|JPMorgan has a whale of a legal problem—and it is only just starting|
By Ronald Fink
Forget the headline numbers for the rash of litigation troubles afflicting JPMorgan Chase. Yes, we're talking a lot of zeros here. So far, the running tally includes a possible $11 billion settlement with the Department of Justice, a $410 million deal with federal energy regulators and a $900 million payment to the Securities and Exchange Commission over the bank’s handling of the “London whale” trading fiasco. Oh yes, there's also the $16 billion that financial analyst Joshua Rosner in March estimated JPMorgan had paid, up to then, to settle litigation since the financial crisis.
Big hits for sure, but, astoundingly, the real worries for the bank may still lie ahead. That's because, in its agreement with the SEC, JPMorgan actually admitted to wrongdoing—one of the first defendants to do so since the Commission vowed to get a littler tougher in its settlements with alleged violators. And securities lawyers say the bank’s acknowledgement of wrongdoing could trigger a swarm of lawsuits—exactly what it doesn't need.
This prospect explains why some lawyers believe JPMorgan has not set aside enough legal reserves for the trouble it still faces. In its most recent quarterly filing, the bank said it had reserves sufficient for up to $6.8 billion in additional legal liabilities. But the filing also contained the disclaimer that the set-aside might not be enough. And if it isn’t, JPMorgan will take a hit to earnings.
Certainly, the bank's admission of wrongdoing strengthens the cases of private parties filing so-called “derivative” litigation, that is, follow-on lawsuits that use government settlements as a springboard for their own complaints. “It’s a tremendous leg up,” says Richard Holwell, a former federal judge in the Southern District of New York who tried many insider-trading cases, including that of Raj Rajaratnam (Read GF’s review of a new book on the rise and fall of the Galleon Hedge Fund), and is now a partner with Holwell Shuster & Goldberg in New York City.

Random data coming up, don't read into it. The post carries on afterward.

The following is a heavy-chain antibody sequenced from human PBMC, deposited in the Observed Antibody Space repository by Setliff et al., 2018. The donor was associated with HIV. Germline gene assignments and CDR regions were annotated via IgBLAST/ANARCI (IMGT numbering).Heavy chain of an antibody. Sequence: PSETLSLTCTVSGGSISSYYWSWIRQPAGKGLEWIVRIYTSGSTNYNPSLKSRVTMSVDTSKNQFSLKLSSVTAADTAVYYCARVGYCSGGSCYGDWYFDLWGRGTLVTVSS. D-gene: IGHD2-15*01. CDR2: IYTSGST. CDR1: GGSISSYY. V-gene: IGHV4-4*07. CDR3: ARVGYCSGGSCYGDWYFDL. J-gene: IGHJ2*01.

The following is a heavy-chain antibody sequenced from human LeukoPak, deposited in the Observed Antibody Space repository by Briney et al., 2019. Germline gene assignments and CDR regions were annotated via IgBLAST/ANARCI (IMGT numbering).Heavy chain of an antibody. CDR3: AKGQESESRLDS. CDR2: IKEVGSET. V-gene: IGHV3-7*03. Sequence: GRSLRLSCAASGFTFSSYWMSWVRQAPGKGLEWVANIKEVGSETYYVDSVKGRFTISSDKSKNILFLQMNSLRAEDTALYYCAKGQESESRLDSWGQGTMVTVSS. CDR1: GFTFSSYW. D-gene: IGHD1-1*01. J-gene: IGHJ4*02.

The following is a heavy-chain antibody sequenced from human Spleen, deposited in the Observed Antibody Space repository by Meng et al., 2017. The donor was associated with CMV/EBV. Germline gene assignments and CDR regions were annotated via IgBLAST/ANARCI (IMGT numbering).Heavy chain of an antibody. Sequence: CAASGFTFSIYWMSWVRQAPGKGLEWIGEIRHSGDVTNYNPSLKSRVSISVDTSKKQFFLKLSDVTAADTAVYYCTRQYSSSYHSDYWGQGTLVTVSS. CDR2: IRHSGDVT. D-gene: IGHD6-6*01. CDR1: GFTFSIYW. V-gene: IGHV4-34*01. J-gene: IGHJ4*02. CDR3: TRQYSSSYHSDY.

Holwell observes that securities fraud is difficult to prove, so such admissions of guilt “would significantly change the lay of the land.”
Moreover, Holwell and other attorneys note that the parties to such lawsuits are increasingly deep-pocketed for the simple reason that they are often financial institutions, which are much more likely to sue each other today than they were before the financial crisis (see MBIA versus Bank of America). Earlier, banks were content to price such disputes into their next deal with an offending institution. “If UBS has a huge claim against JPM, that claim is going to be approached, not negotiated into the next deal,” Holwell says, labeling that “an entirely new phenomenon.”
And Holwell notes that hedge funds are also more inclined to sue banks these days, because the fund managers hold so many distressed assets. Says the former judge: “The stakes are higher here than in the past."
The upshot? JPMorgan’s myriad legal woes may not pose a threat to its solvency. But with few investors factoring in the potential for derivative lawsuits, a wave of litigation does pose a serious risk to the bank's stock price.